Editor’s Note: During the coronavirus quarantine, Chapman’s Frances Smith Center for Individual and Family Therapy is offering free telehealth counseling. Following is a reflection on that experience by Maddison Herrick (’20 M.A.), who graduated from the program this spring.
It was 10 minutes before my first telehealth counseling session. I thought through my checklist. Do I have everything I need to document the consult? Is my Wi-Fi connection OK? What if they don’t answer? And most important of all — How can I help my client? Will it be the same?
In the clinic at our Palm Street location in Crean Hall — temporarily empty during quarantine — people come in with many presenting problems and an array of difficulties. Now, on top of the original struggles such as depression, anxiety, trauma and grief, there’s a new set of difficulties. Job loss. Fear of the unknown. Loved ones’ illnesses. Homeschooling challenges. Increased tension with partners. Less access to support systems or resources. The transition to working on these issues in a telehealth setting is overwhelming for all, including myself.
So how could I still reach those through a screen or a phone like I would be able to face to face? How could I shed light for these clients during a time with so many unknown answers?
Providing Personalized Care
I met with my first telehealth client by telephone and my opening question was the one many of us know well in these days of remote work and teleconferencing. “Hello? Can you hear me?” I spent that first session doing what my client needed at that time, talking about all of this unknown new territory. Afterward, I reflected on our talk and I was amazed at how powerful a session we could have and still feel so connected through the phone. During that time, I was reminded just how resilient we are as human beings.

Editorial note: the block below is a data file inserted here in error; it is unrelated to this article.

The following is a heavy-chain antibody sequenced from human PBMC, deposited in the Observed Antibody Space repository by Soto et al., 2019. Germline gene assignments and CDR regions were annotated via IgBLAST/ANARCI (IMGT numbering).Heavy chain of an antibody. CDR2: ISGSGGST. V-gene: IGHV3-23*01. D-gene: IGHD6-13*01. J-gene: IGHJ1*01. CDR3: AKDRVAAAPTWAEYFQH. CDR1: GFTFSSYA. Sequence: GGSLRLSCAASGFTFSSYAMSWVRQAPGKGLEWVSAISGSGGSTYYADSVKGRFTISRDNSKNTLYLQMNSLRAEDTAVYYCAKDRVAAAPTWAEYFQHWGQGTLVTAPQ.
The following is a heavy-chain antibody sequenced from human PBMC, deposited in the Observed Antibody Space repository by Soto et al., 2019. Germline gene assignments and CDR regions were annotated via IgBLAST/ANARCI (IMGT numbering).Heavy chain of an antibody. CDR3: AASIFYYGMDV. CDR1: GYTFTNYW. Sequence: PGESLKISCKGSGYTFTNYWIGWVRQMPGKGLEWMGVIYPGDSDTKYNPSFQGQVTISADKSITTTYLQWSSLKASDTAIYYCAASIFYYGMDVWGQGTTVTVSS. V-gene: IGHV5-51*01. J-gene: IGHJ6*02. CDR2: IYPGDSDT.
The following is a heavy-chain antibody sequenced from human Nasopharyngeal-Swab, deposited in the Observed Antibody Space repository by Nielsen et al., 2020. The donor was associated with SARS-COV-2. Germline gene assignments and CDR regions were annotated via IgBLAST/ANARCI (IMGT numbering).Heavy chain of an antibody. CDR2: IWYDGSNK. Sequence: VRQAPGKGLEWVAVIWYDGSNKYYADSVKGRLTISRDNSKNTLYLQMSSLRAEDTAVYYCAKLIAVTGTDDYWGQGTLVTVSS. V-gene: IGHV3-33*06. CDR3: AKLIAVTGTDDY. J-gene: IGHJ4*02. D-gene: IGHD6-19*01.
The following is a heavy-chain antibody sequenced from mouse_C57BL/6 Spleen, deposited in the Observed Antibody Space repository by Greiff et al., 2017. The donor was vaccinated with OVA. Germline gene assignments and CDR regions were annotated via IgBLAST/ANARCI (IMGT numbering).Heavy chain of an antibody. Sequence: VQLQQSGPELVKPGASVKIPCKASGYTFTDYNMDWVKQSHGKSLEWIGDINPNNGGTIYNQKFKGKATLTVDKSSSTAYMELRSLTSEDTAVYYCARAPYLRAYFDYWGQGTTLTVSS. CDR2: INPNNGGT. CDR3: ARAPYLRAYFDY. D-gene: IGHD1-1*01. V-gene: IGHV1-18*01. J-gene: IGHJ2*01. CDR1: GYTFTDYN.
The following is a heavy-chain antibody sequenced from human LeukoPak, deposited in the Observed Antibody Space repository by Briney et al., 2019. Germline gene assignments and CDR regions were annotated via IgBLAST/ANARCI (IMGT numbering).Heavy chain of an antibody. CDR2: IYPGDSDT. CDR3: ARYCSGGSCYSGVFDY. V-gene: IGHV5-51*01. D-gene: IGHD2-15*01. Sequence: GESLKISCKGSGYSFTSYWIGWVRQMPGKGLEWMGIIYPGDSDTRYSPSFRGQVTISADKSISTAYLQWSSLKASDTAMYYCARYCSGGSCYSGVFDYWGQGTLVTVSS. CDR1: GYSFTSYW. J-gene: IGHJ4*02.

MFT Students Step Into Telehealth
I look back at the telehealth sessions I have had with my clients so far and am surprised with how well we are still able to work through the deeper emotions and the strong silences. I can’t help but wonder if people being comfortable and vulnerable in their home allows for us to continue this work, and in some cases, dive deeper than before.
Working with the community during this time, I have had clients discuss concerns about making their rent, trouble with staying motivated, struggles with depression and caring for a sick loved one. However, I have also heard how grateful they are to access support through therapy during this unprecedented time. I believe the Frances Smith Center and telehealth have allowed us to continue to reach those in the community who may be struggling now more than they were before.
Relevant Clinical Experience
Overall, this experience of gaining clinical training hours through telehealth has been eye-opening in many ways. Not only has this opportunity allowed for continued learning and growth in new areas such as techniques or ways to feel connected to your clients, but it has shown that a community can rise up to any challenge. I believe that this experience has demonstrated the power of telehealth, and I am sure this is just the beginning of my experience utilizing it. I am excited to see a future with easier access to mental health and believe that telehealth will continue to get bigger as we know it.
Because now more than ever, we need to be ready to answer when someone on either end of the line asks, “Can you hear me?”
Read more about how Chapman is responding to the coronavirus crisis in the community.